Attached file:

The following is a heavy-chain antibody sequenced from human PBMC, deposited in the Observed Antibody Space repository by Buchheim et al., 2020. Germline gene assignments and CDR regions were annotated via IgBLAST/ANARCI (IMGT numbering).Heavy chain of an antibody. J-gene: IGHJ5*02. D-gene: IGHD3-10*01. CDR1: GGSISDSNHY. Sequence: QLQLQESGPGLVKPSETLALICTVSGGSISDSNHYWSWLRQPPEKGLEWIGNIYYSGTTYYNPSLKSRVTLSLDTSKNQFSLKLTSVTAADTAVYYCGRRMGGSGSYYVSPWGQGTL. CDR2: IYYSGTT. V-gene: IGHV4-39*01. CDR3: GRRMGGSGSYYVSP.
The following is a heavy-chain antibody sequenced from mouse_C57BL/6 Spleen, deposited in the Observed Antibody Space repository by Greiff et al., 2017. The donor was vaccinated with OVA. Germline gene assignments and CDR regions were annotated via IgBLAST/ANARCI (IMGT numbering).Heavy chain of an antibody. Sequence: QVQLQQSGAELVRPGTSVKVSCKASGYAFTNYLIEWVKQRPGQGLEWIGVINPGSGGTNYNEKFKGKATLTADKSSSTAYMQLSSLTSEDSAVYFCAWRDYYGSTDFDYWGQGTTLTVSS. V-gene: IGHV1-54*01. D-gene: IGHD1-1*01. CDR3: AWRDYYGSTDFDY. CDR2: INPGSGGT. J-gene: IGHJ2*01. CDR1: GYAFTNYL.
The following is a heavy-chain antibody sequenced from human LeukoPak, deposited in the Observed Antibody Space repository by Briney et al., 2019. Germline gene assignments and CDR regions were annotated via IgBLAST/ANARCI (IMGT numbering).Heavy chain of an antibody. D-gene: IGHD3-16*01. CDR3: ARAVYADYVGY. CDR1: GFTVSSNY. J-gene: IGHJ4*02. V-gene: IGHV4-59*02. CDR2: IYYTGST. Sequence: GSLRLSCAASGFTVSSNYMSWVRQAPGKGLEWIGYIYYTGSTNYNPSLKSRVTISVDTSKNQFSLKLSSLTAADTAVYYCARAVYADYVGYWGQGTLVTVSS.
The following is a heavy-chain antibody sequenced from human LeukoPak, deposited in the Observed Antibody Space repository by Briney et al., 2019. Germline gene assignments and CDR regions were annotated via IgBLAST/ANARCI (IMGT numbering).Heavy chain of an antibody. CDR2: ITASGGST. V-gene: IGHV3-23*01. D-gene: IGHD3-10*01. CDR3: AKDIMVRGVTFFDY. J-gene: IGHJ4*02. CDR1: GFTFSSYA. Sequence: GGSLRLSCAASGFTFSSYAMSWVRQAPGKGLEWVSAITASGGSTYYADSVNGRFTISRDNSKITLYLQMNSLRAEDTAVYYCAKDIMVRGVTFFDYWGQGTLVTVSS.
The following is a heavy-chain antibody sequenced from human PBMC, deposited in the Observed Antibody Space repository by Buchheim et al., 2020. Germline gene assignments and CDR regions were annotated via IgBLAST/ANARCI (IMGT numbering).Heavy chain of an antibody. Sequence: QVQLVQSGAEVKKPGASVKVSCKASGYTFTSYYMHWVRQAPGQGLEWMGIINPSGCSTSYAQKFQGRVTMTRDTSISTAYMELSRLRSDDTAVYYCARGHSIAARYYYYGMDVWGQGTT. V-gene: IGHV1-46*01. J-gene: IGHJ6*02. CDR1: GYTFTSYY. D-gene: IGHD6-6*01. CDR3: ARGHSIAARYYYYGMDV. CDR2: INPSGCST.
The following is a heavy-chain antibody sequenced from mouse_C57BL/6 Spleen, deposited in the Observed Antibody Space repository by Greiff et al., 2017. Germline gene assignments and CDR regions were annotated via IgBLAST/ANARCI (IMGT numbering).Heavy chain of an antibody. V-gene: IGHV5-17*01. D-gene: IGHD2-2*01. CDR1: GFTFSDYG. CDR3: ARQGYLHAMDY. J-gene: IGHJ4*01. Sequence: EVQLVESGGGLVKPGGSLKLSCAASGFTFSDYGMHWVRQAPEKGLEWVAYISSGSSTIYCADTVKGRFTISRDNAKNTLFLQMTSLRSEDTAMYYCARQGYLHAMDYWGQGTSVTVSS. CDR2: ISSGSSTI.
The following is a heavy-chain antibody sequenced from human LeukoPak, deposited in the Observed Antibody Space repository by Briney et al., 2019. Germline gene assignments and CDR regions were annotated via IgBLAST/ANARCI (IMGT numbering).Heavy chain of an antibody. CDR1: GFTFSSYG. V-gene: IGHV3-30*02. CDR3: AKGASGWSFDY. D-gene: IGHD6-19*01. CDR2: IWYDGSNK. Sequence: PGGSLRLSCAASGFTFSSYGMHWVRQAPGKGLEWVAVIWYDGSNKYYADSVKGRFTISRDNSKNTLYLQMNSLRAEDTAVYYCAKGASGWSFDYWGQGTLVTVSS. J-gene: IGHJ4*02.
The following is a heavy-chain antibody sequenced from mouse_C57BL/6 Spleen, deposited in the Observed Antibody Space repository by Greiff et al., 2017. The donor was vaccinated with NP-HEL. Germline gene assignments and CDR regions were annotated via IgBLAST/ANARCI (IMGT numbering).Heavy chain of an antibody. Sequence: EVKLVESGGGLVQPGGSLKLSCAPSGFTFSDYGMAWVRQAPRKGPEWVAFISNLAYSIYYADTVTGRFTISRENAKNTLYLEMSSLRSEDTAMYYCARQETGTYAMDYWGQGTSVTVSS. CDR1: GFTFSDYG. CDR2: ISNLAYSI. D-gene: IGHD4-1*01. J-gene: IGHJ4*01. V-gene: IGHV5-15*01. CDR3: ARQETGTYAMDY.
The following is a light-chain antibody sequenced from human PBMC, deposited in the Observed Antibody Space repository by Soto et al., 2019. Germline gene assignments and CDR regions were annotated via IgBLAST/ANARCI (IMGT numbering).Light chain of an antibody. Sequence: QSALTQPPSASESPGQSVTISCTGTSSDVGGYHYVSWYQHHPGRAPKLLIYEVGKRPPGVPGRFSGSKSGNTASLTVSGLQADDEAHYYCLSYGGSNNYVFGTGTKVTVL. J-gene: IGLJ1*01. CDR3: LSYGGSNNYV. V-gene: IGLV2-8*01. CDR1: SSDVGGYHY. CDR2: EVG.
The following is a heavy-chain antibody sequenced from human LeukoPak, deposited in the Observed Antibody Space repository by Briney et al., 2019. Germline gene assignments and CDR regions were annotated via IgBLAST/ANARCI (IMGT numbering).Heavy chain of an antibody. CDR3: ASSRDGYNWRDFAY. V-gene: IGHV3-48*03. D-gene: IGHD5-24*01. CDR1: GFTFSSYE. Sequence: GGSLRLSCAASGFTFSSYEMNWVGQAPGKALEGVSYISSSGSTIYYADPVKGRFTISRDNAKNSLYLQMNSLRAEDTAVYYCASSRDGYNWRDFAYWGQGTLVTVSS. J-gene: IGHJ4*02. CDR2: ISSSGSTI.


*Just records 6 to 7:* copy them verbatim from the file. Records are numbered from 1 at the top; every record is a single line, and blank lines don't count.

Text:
The following is a heavy-chain antibody sequenced from mouse_C57BL/6 Spleen, deposited in the Observed Antibody Space repository by Greiff et al., 2017. Germline gene assignments and CDR regions were annotated via IgBLAST/ANARCI (IMGT numbering).Heavy chain of an antibody. V-gene: IGHV5-17*01. D-gene: IGHD2-2*01. CDR1: GFTFSDYG. CDR3: ARQGYLHAMDY. J-gene: IGHJ4*01. Sequence: EVQLVESGGGLVKPGGSLKLSCAASGFTFSDYGMHWVRQAPEKGLEWVAYISSGSSTIYCADTVKGRFTISRDNAKNTLFLQMTSLRSEDTAMYYCARQGYLHAMDYWGQGTSVTVSS. CDR2: ISSGSSTI.
The following is a heavy-chain antibody sequenced from human LeukoPak, deposited in the Observed Antibody Space repository by Briney et al., 2019. Germline gene assignments and CDR regions were annotated via IgBLAST/ANARCI (IMGT numbering).Heavy chain of an antibody. CDR1: GFTFSSYG. V-gene: IGHV3-30*02. CDR3: AKGASGWSFDY. D-gene: IGHD6-19*01. CDR2: IWYDGSNK. Sequence: PGGSLRLSCAASGFTFSSYGMHWVRQAPGKGLEWVAVIWYDGSNKYYADSVKGRFTISRDNSKNTLYLQMNSLRAEDTAVYYCAKGASGWSFDYWGQGTLVTVSS. J-gene: IGHJ4*02.